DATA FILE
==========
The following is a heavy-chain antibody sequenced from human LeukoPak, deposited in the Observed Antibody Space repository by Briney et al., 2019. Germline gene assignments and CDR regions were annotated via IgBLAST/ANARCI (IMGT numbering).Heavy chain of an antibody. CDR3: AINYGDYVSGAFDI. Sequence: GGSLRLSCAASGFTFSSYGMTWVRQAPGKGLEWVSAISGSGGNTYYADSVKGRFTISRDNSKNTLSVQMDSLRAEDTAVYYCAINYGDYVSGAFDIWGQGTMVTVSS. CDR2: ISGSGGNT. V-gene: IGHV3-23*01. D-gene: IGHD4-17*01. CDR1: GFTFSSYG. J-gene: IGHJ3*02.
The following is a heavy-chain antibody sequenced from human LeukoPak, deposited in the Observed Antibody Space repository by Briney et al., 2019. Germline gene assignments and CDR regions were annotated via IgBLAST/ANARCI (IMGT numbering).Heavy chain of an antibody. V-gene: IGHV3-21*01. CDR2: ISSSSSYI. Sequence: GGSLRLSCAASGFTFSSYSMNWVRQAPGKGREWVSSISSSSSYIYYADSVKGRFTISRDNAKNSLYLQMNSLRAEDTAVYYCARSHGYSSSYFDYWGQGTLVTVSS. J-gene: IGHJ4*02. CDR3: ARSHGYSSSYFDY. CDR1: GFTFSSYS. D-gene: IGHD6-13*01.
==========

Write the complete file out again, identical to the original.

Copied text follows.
The following is a heavy-chain antibody sequenced from human LeukoPak, deposited in the Observed Antibody Space repository by Briney et al., 2019. Germline gene assignments and CDR regions were annotated via IgBLAST/ANARCI (IMGT numbering).Heavy chain of an antibody. CDR3: AINYGDYVSGAFDI. Sequence: GGSLRLSCAASGFTFSSYGMTWVRQAPGKGLEWVSAISGSGGNTYYADSVKGRFTISRDNSKNTLSVQMDSLRAEDTAVYYCAINYGDYVSGAFDIWGQGTMVTVSS. CDR2: ISGSGGNT. V-gene: IGHV3-23*01. D-gene: IGHD4-17*01. CDR1: GFTFSSYG. J-gene: IGHJ3*02.
The following is a heavy-chain antibody sequenced from human LeukoPak, deposited in the Observed Antibody Space repository by Briney et al., 2019. Germline gene assignments and CDR regions were annotated via IgBLAST/ANARCI (IMGT numbering).Heavy chain of an antibody. V-gene: IGHV3-21*01. CDR2: ISSSSSYI. Sequence: GGSLRLSCAASGFTFSSYSMNWVRQAPGKGREWVSSISSSSSYIYYADSVKGRFTISRDNAKNSLYLQMNSLRAEDTAVYYCARSHGYSSSYFDYWGQGTLVTVSS. J-gene: IGHJ4*02. CDR3: ARSHGYSSSYFDY. CDR1: GFTFSSYS. D-gene: IGHD6-13*01.